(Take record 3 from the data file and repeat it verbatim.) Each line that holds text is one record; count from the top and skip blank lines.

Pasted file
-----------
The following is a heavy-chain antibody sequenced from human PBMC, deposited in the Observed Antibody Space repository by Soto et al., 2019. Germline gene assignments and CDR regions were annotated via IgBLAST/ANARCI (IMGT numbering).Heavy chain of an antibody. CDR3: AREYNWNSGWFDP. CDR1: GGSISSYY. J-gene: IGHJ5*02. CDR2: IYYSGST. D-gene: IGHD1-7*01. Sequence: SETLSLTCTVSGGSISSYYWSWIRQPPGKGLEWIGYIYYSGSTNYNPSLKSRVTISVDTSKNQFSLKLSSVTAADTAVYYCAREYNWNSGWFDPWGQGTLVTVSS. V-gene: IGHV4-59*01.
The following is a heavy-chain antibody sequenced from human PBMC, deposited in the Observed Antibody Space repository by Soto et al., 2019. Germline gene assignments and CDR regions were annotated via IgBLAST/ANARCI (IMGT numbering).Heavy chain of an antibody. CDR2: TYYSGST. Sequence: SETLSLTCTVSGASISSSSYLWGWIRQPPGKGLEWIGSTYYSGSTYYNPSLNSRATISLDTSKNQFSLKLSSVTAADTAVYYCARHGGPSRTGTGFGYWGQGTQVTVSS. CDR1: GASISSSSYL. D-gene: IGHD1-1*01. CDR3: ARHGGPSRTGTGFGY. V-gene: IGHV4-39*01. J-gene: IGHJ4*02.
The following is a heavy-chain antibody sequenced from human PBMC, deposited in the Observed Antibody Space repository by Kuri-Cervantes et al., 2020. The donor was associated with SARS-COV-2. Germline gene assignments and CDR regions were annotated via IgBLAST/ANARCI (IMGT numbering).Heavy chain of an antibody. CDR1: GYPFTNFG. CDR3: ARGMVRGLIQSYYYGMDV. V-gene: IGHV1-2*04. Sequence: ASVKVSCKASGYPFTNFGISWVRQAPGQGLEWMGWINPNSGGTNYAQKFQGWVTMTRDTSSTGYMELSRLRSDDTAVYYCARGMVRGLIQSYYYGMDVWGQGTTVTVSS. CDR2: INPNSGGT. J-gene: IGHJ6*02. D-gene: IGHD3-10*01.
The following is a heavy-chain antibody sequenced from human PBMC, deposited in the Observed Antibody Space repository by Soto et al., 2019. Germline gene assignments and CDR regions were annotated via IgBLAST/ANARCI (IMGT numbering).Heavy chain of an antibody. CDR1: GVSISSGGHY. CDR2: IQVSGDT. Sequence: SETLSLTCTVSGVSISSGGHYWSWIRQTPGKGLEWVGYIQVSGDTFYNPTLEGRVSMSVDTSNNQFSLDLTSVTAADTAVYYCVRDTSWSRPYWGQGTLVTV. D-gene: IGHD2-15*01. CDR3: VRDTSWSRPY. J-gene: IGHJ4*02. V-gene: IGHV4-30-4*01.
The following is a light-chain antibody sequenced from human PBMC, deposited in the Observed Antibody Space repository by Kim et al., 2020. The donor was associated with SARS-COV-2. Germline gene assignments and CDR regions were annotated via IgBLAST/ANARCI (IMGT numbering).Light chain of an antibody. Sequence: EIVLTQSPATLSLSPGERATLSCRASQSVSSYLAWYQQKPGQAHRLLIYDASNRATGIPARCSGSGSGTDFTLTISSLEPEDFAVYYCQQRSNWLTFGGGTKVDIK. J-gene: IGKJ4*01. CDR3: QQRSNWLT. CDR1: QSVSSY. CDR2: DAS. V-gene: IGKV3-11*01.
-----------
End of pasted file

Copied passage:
The following is a heavy-chain antibody sequenced from human PBMC, deposited in the Observed Antibody Space repository by Kuri-Cervantes et al., 2020. The donor was associated with SARS-COV-2. Germline gene assignments and CDR regions were annotated via IgBLAST/ANARCI (IMGT numbering).Heavy chain of an antibody. CDR1: GYPFTNFG. CDR3: ARGMVRGLIQSYYYGMDV. V-gene: IGHV1-2*04. Sequence: ASVKVSCKASGYPFTNFGISWVRQAPGQGLEWMGWINPNSGGTNYAQKFQGWVTMTRDTSSTGYMELSRLRSDDTAVYYCARGMVRGLIQSYYYGMDVWGQGTTVTVSS. CDR2: INPNSGGT. J-gene: IGHJ6*02. D-gene: IGHD3-10*01.